Should you trust them to invest your money?

COULD you use a wealth manager? This story is about the granddaddy of them all, Swiss bank, UBS.

It is the world's biggest and possibly best, with $3 trillion under management. That would be equivalent to a whopping $3 million per Singapore household.

But can wealth managers really make you money?

It is hard to say since wealth managers don't disclose the average returns of clients.

They also don't publish returns on their own investments. These benefit the shareholders and are separate from clients' money.

Now, because of unprecedented losses, the rules have changed.

Suddenly, banks have no choice but to disclose their investment performance. For many, it has been a disaster. Some even needed fresh cash injections to replace money lost.

It happened to Citibank a few weeks ago. Riding to the rescue was the government of Abu Dhabi, which invested $11b.

Last week, it happened again at UBS. The bank disclosed huge investment losses and went looking for new capital.

UBS approached the Government of Singapore Investment Corporation (GIC) for a $14b cash infusion. GIC accepted. It is likely to be a good investment for GIC.

An unspoken irony is this: If these guys are so smart, why did they lose all that money?

More pointedly: Can you trust wealth managers with your money when they have so much trouble managing their own?

It goes beyond UBS.


Multi-billion dollar losses have been reported at Citibank, Merrill Lynch, Bear Stearns, Morgan Stanley, HSBC, Barclays and others. Most are the result of the credit crisis stemming from US home loans.

How could it happen? The answer may lie within the random walk theory. It says all good and bad news is already included in a stock's price.

So it doesn't matter if you buy companies that are doing well or poorly. Poor performers are cheap, while good stocks are expensive. But all are fairly priced.

Because the price is fair, it is difficult for wealth managers or anyone else to pick the under-priced counters and make a quick fortune.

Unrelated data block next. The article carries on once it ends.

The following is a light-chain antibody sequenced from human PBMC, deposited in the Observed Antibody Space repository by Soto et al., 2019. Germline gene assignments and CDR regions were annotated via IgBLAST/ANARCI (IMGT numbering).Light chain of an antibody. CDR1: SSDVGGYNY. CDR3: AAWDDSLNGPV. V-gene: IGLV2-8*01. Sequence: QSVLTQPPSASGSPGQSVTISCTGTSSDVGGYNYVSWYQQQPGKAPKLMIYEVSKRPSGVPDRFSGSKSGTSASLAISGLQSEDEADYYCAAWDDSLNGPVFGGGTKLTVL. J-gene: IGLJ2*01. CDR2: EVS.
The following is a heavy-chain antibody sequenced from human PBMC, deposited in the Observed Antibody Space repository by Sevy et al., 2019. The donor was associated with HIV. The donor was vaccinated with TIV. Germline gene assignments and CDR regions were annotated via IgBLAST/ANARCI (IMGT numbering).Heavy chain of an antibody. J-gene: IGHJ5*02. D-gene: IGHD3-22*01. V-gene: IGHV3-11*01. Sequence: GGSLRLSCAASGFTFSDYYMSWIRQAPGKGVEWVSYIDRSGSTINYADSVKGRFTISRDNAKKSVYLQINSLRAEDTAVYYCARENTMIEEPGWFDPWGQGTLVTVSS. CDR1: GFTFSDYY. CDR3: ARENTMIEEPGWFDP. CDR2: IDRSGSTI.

So why pay wealth managers to select shares for you? It works better to simply buy a little bit of everything. Or buy an index fund, which is the same thing.

In academia, this surprising result has been known since the 1960s. Dozens of studies support it. (See Fama and French, 1992.)

Caveat 1: This is not to say that wealth managers don't add value.

Besides investments, they offer useful consulting services on legal secret bank accounts, legal tax avoidance and donations to charity.

But these services can be purchased separately and cheaply. To justify the high fees, you need superior investment returns - and the evidence is that these are not achieved.

Caveat 2: Even if you don't need a wealth manager, it may not matter to a bank's profits.

Wealth managers can sell their services as long as people think they have this ability.

In the case of UBS, it reported huge losses in October. But surprisingly, its wealthy clients invested a record-setting $38b in October and November. Salesmanship counts.


GIC bails out UBS

PAST: UBS announces $6.4billion losses in October, large part in subprime US home loans. Losses absorbed.

PRESENT: UBS says it lost additional $14.5b last Monday. It also announces it has found investors to replace lost money.

Government of Singapore Investment Corporation to invest $14b. Others invest another $10.6b.

Total investments of $24.6b exceed total loss of $21b.

FUTURE: UBS still holds $42b in subprime exposure, but because of last week's investments, it is unlikely to require another bail out.


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